The Feeling of Value: Moral Realism Grounded in Phenomenal Consciousness

Dudley & White, June 2016

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Front Cover

Winner of New York University’s Dean’s Outstanding Dissertation Award

“[E]xceptionally bold and philosophically absorbing…a real achievement…the kind of muscular, intuitively motivated philosophical stance that brings the subject to life.”

—from the foreword by Thomas Nagel

From the back cover:

This revolutionary treatise starts from one fundamental premise: that our phenomenal consciousness includes direct experience of value. For too long, ethical theorists have looked for value in external states of affairs or reduced value to a projection of the mind onto these same external states of affairs. The result, unsurprisingly, is widespread antirealism about ethics.

In this book, Sharon Rawlette turns our metaethical gaze inward and dares us to consider that value, rather than being something “out there,” is a quality woven into the very fabric of our conscious experience, in a highly objective way. On this view, our experiences of pleasure and pain, joy and sorrow, ecstasy and despair are not signs of value or disvalue. They are instantiations of value and disvalue. When we feel pleasure, we are feeling intrinsic goodness itself. And it is from such feelings, argues Rawlette, that we derive the basic content of our normative concepts—that we understand what it means for something to be intrinsically good or bad.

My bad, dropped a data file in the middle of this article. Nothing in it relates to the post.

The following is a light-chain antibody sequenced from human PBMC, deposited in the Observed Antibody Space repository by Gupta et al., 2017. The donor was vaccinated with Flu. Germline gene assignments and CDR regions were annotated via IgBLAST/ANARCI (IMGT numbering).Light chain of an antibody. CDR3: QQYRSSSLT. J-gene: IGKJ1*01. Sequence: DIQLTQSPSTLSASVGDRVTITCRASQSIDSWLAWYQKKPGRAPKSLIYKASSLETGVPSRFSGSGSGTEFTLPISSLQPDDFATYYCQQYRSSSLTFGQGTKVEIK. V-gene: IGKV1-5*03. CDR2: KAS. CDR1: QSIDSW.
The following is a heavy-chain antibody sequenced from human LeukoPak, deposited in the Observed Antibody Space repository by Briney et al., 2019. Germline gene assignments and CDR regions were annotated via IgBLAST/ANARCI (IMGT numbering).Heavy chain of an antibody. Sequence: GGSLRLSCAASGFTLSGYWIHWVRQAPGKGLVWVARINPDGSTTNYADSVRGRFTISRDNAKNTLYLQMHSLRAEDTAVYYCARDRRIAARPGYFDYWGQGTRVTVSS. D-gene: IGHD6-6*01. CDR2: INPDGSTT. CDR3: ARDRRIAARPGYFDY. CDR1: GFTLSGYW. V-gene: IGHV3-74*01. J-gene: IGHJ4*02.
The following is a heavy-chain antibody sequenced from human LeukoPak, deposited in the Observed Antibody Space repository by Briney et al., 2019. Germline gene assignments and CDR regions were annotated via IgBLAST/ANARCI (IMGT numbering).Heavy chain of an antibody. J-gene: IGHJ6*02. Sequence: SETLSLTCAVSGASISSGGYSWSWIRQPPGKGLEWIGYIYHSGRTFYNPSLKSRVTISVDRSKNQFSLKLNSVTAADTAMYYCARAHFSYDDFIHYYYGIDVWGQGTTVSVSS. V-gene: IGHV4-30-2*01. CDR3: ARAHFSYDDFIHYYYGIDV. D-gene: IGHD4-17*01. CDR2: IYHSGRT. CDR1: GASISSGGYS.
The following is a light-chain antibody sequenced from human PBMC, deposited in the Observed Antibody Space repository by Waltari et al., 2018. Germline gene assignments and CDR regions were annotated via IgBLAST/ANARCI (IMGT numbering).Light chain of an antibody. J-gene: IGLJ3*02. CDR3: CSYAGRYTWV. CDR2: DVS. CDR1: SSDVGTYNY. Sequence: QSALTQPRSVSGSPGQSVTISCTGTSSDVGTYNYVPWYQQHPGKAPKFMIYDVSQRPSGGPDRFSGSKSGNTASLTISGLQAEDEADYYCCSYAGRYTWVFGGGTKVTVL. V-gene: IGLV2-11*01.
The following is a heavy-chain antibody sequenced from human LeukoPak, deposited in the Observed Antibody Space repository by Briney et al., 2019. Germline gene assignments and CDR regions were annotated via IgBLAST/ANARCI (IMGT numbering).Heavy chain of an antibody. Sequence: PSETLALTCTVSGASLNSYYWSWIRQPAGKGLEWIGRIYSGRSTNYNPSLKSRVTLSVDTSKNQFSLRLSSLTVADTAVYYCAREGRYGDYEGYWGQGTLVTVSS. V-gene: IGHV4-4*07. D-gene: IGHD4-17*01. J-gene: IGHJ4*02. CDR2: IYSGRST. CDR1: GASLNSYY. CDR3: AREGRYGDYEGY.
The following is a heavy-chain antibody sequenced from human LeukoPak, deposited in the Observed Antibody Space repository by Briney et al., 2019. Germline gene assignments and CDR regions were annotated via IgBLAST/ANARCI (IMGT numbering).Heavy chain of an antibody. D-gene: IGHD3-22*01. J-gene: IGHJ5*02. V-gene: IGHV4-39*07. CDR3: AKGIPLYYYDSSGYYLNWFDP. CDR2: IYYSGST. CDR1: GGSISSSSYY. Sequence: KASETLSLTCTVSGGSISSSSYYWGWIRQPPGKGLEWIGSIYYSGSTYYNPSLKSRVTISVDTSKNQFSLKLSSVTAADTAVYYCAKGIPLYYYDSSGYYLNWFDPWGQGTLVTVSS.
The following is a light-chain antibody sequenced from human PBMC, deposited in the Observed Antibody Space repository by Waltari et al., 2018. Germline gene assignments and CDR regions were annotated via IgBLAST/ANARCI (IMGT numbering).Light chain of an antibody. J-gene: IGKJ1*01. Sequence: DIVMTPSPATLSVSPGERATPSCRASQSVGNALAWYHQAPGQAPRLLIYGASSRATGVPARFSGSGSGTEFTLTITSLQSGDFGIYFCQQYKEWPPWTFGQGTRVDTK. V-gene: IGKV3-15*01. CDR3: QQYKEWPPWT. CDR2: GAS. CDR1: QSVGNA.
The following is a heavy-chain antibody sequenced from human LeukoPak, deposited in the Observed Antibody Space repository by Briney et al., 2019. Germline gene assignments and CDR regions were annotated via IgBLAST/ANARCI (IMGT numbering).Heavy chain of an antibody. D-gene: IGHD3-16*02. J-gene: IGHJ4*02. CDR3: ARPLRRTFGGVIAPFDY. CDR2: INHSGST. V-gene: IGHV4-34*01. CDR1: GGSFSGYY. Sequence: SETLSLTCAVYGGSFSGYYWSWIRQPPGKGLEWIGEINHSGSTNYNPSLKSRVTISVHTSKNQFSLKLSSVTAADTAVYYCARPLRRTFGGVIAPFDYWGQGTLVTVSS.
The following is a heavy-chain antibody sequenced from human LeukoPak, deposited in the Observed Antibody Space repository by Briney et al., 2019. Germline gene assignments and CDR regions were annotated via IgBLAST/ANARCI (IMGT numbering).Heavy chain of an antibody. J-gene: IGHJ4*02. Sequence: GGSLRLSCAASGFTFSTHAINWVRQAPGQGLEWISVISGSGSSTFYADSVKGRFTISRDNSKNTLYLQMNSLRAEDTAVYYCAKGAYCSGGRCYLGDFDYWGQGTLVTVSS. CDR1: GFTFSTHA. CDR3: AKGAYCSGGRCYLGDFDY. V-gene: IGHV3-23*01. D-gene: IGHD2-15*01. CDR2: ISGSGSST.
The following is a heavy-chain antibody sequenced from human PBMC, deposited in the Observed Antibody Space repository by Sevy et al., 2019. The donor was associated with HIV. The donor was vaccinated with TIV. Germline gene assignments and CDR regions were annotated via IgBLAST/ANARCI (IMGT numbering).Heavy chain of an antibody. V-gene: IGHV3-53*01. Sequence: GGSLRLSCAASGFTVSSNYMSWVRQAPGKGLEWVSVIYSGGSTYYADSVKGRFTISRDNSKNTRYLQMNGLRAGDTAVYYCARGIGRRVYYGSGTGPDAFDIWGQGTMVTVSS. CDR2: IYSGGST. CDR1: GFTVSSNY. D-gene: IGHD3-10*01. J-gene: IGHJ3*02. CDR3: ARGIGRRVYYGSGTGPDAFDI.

Rawlette thus defends a version of analytic descriptivism. And argues that this view, unlike previous theories of moral realism, has the resources to explain where our concept of intrinsic value comes from and how we know when it objectively applies, as well as why we sometimes make mistakes in applying it. She defends this view against G. E. Moore’s Open Question Argument as well as shows how these basic facts about intrinsic value can ground facts about instrumental value and value “all things considered.” Ultimately, her view offers us the possibility of a robust metaphysical and epistemological justification for many of our strongest moral convictions.


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